Weekly Neuroscience Update

A new study shows that sleeping after processing new information is most effective. Titled “Memory for Semantically Related and Unrelated Declarative Information: The Benefit of Sleep, the Cost of Wake,” the study was published March 22 in PLOSOne.

Snorting, gasping, or short interruptions in breathing during sleep (sleep apnea) may be linked to depression symptoms, new research shows.

Like the mute button on the TV remote control, our brains filter out unwanted noise so we can focus on what we’re listening to. But when it comes to following our own speech, a new brain study from the University of California, Berkeley, shows that instead of one homogenous mute button, we have a network of volume settings that can selectively silence and amplify the sounds we make and hear.

Just as the familiar sugar in food can be bad for the teeth and waistline, another sugar has been implicated as a health menace and blocking its action may have benefits that include improving long-term memory in older people and treating cancer. Progress toward finding such a blocker for the sugar — with the appropriately malicious-sounding name “oh-glick-nack” — was the topic of a report at the 243rd National Meeting & Exposition of the American Chemical Society (ACS), the world’s largest scientific society.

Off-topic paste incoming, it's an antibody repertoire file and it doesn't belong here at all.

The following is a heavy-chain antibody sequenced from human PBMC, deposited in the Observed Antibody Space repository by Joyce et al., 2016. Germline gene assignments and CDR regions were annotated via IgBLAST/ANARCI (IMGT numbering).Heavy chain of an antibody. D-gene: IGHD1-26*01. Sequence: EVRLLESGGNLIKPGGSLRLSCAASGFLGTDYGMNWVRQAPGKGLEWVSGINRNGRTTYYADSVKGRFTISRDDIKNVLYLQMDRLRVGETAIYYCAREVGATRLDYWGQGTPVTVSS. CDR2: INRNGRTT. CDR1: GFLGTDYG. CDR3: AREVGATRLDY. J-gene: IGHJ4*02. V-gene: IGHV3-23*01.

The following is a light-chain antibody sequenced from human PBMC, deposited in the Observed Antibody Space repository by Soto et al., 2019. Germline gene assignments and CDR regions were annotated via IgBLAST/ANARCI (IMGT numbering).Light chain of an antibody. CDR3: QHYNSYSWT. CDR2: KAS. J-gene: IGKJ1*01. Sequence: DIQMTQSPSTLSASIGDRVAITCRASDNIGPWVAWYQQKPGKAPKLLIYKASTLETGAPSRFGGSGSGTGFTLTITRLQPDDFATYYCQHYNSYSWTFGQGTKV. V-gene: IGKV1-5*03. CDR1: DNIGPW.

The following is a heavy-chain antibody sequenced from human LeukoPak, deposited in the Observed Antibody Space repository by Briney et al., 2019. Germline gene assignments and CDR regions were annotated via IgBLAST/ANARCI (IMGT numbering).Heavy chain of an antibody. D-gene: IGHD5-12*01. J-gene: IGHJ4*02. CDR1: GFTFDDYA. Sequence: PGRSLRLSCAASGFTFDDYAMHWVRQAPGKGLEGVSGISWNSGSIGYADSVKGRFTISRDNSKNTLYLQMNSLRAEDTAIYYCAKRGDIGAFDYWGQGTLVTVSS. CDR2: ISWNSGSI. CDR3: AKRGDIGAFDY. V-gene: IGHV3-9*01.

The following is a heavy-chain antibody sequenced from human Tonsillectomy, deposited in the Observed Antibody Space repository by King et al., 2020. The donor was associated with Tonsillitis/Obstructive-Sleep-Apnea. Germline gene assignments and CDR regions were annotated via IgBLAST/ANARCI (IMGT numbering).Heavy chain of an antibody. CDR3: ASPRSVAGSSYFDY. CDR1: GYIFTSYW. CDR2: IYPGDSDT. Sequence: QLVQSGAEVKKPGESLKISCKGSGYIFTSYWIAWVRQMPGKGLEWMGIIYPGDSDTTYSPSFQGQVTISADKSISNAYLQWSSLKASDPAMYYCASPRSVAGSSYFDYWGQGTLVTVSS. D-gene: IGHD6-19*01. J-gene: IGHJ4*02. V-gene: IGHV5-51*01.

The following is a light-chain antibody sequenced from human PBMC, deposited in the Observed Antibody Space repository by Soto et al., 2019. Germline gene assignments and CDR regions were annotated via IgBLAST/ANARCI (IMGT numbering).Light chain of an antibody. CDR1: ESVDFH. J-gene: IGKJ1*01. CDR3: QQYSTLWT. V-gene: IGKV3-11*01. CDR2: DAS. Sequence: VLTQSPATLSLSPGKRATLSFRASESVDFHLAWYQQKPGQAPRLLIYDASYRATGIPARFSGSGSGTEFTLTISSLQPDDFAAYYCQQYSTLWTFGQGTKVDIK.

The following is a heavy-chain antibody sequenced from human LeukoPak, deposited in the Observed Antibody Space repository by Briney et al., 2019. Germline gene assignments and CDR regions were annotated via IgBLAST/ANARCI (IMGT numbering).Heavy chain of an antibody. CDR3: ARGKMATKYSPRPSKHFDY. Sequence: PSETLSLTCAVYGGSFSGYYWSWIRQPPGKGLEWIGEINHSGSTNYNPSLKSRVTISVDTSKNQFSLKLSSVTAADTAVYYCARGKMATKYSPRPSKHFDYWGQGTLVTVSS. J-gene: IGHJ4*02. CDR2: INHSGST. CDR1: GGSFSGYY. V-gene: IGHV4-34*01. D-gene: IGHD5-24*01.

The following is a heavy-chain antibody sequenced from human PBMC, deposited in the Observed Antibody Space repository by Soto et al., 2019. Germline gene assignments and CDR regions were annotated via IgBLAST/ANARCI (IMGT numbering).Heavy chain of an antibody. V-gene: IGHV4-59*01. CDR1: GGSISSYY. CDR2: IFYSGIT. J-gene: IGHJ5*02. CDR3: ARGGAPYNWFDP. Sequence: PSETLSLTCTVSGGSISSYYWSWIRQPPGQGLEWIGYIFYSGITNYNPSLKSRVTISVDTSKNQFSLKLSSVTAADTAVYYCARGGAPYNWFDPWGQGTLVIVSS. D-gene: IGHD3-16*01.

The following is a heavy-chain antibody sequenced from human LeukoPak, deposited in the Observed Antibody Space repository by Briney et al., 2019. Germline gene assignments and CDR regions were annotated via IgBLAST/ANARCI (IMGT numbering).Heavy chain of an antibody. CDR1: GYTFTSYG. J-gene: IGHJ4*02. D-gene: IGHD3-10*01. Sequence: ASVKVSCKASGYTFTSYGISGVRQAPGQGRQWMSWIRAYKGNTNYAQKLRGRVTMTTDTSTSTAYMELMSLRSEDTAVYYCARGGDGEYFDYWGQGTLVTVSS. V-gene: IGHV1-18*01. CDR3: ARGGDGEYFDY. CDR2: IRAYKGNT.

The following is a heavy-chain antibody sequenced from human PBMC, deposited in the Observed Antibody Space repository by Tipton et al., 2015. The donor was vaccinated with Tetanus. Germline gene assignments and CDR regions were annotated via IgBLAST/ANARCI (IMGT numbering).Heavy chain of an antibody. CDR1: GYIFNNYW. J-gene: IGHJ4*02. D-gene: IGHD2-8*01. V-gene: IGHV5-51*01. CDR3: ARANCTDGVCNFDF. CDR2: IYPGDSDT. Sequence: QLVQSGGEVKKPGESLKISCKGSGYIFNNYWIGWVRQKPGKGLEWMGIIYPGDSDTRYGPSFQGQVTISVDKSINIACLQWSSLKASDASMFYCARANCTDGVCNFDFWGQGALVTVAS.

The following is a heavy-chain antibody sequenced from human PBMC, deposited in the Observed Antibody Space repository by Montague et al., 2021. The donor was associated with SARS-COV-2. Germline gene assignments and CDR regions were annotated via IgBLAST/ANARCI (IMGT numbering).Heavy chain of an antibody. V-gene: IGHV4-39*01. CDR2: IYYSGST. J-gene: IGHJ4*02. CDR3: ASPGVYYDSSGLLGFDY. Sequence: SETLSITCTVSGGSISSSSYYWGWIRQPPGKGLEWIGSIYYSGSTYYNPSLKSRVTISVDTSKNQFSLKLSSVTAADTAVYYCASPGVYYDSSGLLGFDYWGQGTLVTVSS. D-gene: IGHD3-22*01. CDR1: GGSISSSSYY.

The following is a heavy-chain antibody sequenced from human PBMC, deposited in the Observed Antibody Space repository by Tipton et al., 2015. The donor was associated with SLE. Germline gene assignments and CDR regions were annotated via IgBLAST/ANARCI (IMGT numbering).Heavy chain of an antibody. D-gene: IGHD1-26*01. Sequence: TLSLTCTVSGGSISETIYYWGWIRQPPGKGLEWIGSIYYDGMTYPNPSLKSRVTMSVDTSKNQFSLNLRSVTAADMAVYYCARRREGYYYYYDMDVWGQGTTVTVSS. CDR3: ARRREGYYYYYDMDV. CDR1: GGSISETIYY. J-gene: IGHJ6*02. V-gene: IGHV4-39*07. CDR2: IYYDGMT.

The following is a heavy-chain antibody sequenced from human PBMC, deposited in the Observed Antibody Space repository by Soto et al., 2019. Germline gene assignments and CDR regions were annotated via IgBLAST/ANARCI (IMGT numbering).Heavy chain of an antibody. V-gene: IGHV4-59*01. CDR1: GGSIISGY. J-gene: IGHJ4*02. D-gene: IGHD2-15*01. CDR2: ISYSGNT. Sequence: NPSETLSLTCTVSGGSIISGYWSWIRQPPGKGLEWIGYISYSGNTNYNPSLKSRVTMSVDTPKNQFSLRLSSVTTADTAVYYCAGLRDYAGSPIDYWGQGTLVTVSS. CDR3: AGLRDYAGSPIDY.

A hidden and never before recognized layer of information in the genetic code has been uncovered by a team of scientists at the University of California, San Francisco (UCSF) thanks to a technique developed at UCSF called ribosome profiling, which enables the measurement of gene activity inside living cells — including the speed with which proteins are made.

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